Is there a conjunction fallacy in legal probabilistic decision making?

Wojciechowski, B. W. & Pothos, E. M. (2018). Is there a conjunction fallacy in legal probabilistic decision making?. Frontiers in Psychology, 9, 391.. doi: 10.3389/fpsyg.2018.00391

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Abstract

Classical probability theory (CPT) has represented the rational standard for decision making in human cognition. Even though CPT has provided many descriptively excellent decision models, there have also been some empirical results persistently problematic for CPT accounts. The tension between the normative prescription of CPT and human behavior is particularly acute in cases where we have higher expectations for rational decisions. One such case concerns legal decision making from legal experts, such as attorneys and prosecutors and, more so, judges. In the present research we explore one of the most influential CPT decision fallacies, the conjunction fallacy (CF), in a legal decision making task, involving assessing evidence that the same suspect had committed two separate crimes. The information for the two crimes was presented consecutively. Each participant was asked to provide individual ratings for the two crimes in some cases and conjunctive probability rating for both crimes in other cases, after all information had been presented. Overall, 360 probability ratings for guilt were collected from 120 participants, comprised of 40 judges, 40 attorneys and prosecutors, and 40 individuals without legal education. Our results provide evidence for a double conjunction fallacy (in this case, a higher probability of committing both crimes than the probability of committing either crime individually), in the group of individuals without legal education. These results are discussed in terms of their applied implications and in relation to a recent framework for understanding such results, quantum probability theory (QPT).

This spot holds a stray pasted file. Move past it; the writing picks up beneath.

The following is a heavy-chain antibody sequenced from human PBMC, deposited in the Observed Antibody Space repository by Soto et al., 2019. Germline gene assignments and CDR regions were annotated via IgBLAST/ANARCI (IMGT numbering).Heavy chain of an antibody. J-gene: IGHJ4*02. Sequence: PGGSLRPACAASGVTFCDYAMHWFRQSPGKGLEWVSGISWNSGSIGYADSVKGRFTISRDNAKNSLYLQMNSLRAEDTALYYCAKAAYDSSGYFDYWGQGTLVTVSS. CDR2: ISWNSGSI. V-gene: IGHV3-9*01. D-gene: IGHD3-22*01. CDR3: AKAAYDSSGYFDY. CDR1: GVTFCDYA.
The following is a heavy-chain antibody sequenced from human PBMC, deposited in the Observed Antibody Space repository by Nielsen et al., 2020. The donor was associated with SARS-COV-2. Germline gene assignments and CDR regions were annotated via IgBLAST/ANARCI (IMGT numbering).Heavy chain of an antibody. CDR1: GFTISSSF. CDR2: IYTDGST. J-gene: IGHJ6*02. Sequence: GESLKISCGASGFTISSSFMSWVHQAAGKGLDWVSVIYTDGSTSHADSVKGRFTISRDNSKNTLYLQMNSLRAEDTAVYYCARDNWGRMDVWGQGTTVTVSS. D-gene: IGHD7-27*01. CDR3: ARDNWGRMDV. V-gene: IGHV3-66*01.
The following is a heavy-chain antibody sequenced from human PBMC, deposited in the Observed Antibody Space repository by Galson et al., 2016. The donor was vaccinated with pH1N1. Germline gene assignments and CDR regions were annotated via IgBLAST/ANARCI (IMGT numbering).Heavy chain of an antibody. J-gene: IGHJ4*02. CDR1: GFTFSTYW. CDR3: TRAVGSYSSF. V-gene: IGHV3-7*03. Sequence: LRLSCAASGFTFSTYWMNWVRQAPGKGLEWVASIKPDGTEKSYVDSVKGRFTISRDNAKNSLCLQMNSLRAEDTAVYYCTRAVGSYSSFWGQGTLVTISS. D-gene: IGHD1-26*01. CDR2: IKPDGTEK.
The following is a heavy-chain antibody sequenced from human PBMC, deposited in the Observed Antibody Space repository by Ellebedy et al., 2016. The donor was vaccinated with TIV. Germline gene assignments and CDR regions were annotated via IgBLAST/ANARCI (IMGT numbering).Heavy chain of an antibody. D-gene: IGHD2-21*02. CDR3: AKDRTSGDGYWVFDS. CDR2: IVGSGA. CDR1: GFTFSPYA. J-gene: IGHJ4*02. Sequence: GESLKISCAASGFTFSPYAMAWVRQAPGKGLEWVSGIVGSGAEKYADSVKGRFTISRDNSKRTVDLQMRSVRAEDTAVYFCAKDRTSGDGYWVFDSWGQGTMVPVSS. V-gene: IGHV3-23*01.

Item Type: Article
Uncontrolled Keywords: conjunction fallacy, legal decision making, quantum cognition, quantum probability theory, legal psychology
Divisions: School of Social Sciences > Department of Psychology
URI: http://openaccess.city.ac.uk/id/eprint/19580

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